Scripture teaches us infallibly that "scandals must come, but woe to those from whom scandals come." Our Lord wanted to prepare us for this eventuality, but also for us to prepare ourselves spiritually and mentally so we would not be the source of such a thing. But human nature being what it is, most people are bound to be touched by scandal anyway. The scandal or bad example of pro-abortion politicians receiving Holy Communion is so dire as to speak for itself. You told us that you were reluctant to ban these politicians from Holy Communion, in union with the Bishops' Conference because they "may have repented before receiving." You said that Card. Ratzinger agreed with you. I notice that modern bishops love to quote him selectively. They seldom do so when the matter is Tradition. You also mentioned that there other grave sins, etc., the implication being that we must not single this one sin out. Almost within the same breath you said that abortion was the primary sin of the age and most grave, citing the Holy Father. He has said that the sin of abortion was different and it is, for it carries an excommunication in of itself, while other sins as a rule do not, including other kinds of murder.
If I may be permitted, Your Excellency, your like comparisons of sins is not a good analogy. Yes, there are other grave sins for which those who remain unrepentant ought to refrain from the reception of the Blessed Sacrament. However, these are private sins and can cause no scandal, since only those who are in mortal sin from these can know of them. But with the public advocacy of the right to abortion as a good and even the claim to have the right to use tax dollars for the same, the grave sin is manifest to all and thus the scandal. So it is not the same thing at all.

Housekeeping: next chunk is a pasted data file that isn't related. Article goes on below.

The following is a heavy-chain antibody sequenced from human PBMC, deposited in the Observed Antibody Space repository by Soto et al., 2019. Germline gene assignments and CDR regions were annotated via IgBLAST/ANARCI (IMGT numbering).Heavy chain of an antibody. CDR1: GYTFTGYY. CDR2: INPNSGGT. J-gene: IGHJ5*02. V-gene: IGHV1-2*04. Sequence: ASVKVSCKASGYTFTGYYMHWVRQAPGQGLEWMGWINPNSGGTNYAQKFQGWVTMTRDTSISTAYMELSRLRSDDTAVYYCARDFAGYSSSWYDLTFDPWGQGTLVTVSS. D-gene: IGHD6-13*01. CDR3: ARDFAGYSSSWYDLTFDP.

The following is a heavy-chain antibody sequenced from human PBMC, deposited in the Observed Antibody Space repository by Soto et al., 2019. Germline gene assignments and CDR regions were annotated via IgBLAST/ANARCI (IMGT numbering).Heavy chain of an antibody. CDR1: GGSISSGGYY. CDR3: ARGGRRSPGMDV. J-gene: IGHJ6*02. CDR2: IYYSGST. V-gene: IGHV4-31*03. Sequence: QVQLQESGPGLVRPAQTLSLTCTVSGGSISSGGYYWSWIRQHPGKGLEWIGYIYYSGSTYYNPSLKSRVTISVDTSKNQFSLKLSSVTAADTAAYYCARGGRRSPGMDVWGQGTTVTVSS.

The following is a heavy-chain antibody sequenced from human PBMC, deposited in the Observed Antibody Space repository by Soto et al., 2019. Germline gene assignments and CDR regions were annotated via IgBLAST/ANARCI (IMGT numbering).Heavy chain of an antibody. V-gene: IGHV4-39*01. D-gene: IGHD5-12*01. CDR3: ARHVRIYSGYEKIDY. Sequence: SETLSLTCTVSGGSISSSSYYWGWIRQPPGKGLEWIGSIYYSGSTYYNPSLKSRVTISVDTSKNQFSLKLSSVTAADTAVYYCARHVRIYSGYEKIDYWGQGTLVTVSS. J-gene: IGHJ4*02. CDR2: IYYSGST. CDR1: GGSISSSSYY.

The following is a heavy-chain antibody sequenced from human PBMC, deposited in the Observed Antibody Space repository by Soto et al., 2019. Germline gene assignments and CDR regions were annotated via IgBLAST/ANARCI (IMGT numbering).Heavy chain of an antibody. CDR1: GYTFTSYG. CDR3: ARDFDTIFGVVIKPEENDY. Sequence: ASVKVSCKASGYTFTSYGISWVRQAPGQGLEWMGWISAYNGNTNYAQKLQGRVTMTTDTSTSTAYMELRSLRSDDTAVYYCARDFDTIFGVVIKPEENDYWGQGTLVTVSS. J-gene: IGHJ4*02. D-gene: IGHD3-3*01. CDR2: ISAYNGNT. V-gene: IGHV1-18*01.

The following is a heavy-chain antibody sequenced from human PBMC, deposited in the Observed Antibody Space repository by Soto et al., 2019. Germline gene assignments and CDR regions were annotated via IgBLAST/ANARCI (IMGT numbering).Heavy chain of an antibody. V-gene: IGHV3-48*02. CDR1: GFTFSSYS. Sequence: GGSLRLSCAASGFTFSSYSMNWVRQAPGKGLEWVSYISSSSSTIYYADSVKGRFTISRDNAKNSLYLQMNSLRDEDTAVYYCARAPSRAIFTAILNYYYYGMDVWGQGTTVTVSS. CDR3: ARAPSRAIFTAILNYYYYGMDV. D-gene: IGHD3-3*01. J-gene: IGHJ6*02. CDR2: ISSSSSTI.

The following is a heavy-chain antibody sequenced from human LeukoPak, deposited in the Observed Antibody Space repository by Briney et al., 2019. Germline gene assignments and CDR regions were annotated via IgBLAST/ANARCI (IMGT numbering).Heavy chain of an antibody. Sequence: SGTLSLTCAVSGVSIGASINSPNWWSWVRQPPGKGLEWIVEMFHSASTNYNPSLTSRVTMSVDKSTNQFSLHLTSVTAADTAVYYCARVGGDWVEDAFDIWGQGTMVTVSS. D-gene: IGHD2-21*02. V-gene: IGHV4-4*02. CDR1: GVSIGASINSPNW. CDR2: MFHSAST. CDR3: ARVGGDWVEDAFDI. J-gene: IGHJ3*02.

As for repentance, you are being too glib here. Human nature doesn't work this way, especially with sinners. I know that every time I have repented of a sin, I have been and continue to be so sorrowful that sometimes I cannot fight the tears. Believe me, if I were such a politician and saw the horror of what I had advocated, when I repented, I would not permit myself to receive Holy Communion the first Sunday, until after I had had a chance to make the public aware, in order to avoid further scandal. That little penance of one Sunday would be the least I could do, because my sin was manifest and required public testimony to repair the damage of bad example as I just said, at the very least. True repentance of a public crime involves making public amends. So we would have no doubt as to any particular case of authentic repentance. But, let us pretend that there really could be a silent case here. You are not being consistent. You said that you were in total agreement that Catholic facilities could not be used by pro-abortion politicians because of the sin of scandal. Well, why not? Could not the person have had a moment of repentance just before? How come you choose not to "dialogue" here? Even your double standard falls flat and badly: You appear to acknowledge the sanctity of the Catholic facility but not the holiness of God in the Blessed Sacrament. How so, you inquire? Because you are prepared to take action in the one case but not the other. Yet God is of infinitely more worth than any hall or building. And the sin of scandal infinitely more grave. You cannot have it both ways. But you counter, with the use of the hall, time is needed to make the arrangements so there is notice, whereas with Holy Communion it is spontaneous, so to speak. I answer, no, it is not.
When I attend Catholic funerals where there is a likelihood of Protestants or "lapsed" Catholics being present the priest almost always announces the rules for reception of the Sacrament. It is presumed to be this way. The rule is even printed in the Missal. Well, with errant Catholic politicians, it ought to be presumed by pastors in the same way. If the Church has a stated policy on the one, the other should be made clear always as a matter of habit, so spontaneity is not germane. It should be in the Missal also, even more so.